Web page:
And swore to, give away his gun.
She smiled to find her point was gained,
    And went with happy parting words
(He subsequently ascertained),
    To trim her hat with humming-birds.”

It is not very long ago since the cry went up that certain species of birds were in danger of speedy extinction from Wholesale warfare made upon them in the interest of the milliners and their customers. A few women, be it said, had always by voice and example protested against a fashion which demanded such a sacrifice of animal life for its gratification; but it, was not until men had almost unanimously declared against it that any reform was accomplished. I fear there is very little reason to believe that, if fashion should again demand a sacrifice of birds, it {would not be offered by a large majority of women till_vigorous remonstrance on the part of the other sex induced the reform. But why should not women in general perceive the cruelty of such a fashion as quickly as men, and, not waiting to learn gentleness‚and mercy, from the so-called rougher sex, exclaim against it immediately? Is it because vanity supplemented indifference, in this case, with cruelty of the most unnecessary, indefensible kind as its consequence?

The cruelty of man—for I am not asserting that man is not cruel—springs from a motive which in itself is not to be altogether contemned. Ambition to a certain extent is desirable...... It is the excess of ambition in its many forms which provokes man’s cruelty.

Feminine cruelty is the outcome of less noble promptings, and, so it Would seem, arises from indifference, vanity, or jealousy, according to its degree,—sometimes from a fusing of all three,—and it is seldom held in check by reason.

I wish that I might end here, for if this were all there were to urge, and I bring forward net-hing that is new in this connection, the title of this paper°might With some reason be termed unjust and its implied assumption declared too sweeping to be true; but, O you women who cry out upon the cruelty.and selfishness of men; you who are defended from the storms of this world by the care of those rough men, and you who proudly defend yourselves without such aid; you who dwell as the daughters of Rings, and you who fare as those to whom toil is no stranger; O you women who are virtuous and honest, how are your hearts steeled against those sisters of years who stumbled en ways that seemed smooth enough to you, who fell where you have walked upright?

Have you defended that sister of yours whose good name has been assailed as earnestly as you have rushed to the defense of your sex when you fancied it was slandered? Have you refused to believe evil of her against whom some stone has been cast? Have you refused to record your sentence against one accused until her guilt was absolutely sure? Have you, when this last was proved, declared that guilt unpardonable and thrust the offender out from your life and from your thought forever? Have you stopped to help one of those who was weak where you were strong, who was tempted where you were not, er who fell because the way to her was rougher than you ever dreamed? Have you done all these things?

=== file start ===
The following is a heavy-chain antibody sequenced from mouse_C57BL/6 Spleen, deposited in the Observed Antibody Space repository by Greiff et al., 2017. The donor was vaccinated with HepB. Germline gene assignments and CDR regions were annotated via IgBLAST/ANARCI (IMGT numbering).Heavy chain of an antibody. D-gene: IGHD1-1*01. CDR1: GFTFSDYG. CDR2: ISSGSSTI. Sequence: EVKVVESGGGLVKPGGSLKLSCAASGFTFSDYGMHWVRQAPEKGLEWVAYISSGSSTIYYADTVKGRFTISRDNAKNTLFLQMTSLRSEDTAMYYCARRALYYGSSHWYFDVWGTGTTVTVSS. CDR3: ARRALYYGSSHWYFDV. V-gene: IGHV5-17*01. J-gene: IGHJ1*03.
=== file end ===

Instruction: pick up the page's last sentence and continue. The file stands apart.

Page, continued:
The judgments which man passes upon his fellows are tolerant where woman’s are narrow, because, instead of the one aspect of the question which she perceives, he sees many; they are merciful where hers are cruel, because he recognizes more fully the stress‘ of temptation and the complexity of motive which lead to transgression. There have been a few women who have helped their weaker Sisters to rise when they had fallen, but they are indeed few. The majority of women have done what they could to keep those who are down still in that position. They have refused to believe in the possibility of reform; they have withdrawn from all contact with those who have once found temptation greater than they could hear; they have, by their inflexible attitude, made a return to virtue nearly impossible on the part of those who have once turned from it. Who should be tenderer toward a woman’s sin than a virtuous woman, and who is harder? O you queens, who have with your virtuous hands thrust your weaker sisters still further in the mire; who have shown aversion where you might have shown mercy; who have hardened your hearts, that should have been soft with pity; who have turned coldly aside from those, your sisters, whom you might have saved, and gone your ways as though they were net; O you who have lifted from your heads the crown of gentleness and mercy that all your sex should wear, are you net “ruthless” indeed?—Oscar Fay Adams in the “North American Review” for December.


EGOISM’s purpose is the improvement of social existence through intelligent self-interest. It finds that whatever we have of equal conditions and mutual advantage is due to a prevalence of this principle corresponding with the degree and universality of individual resistance to encroachment.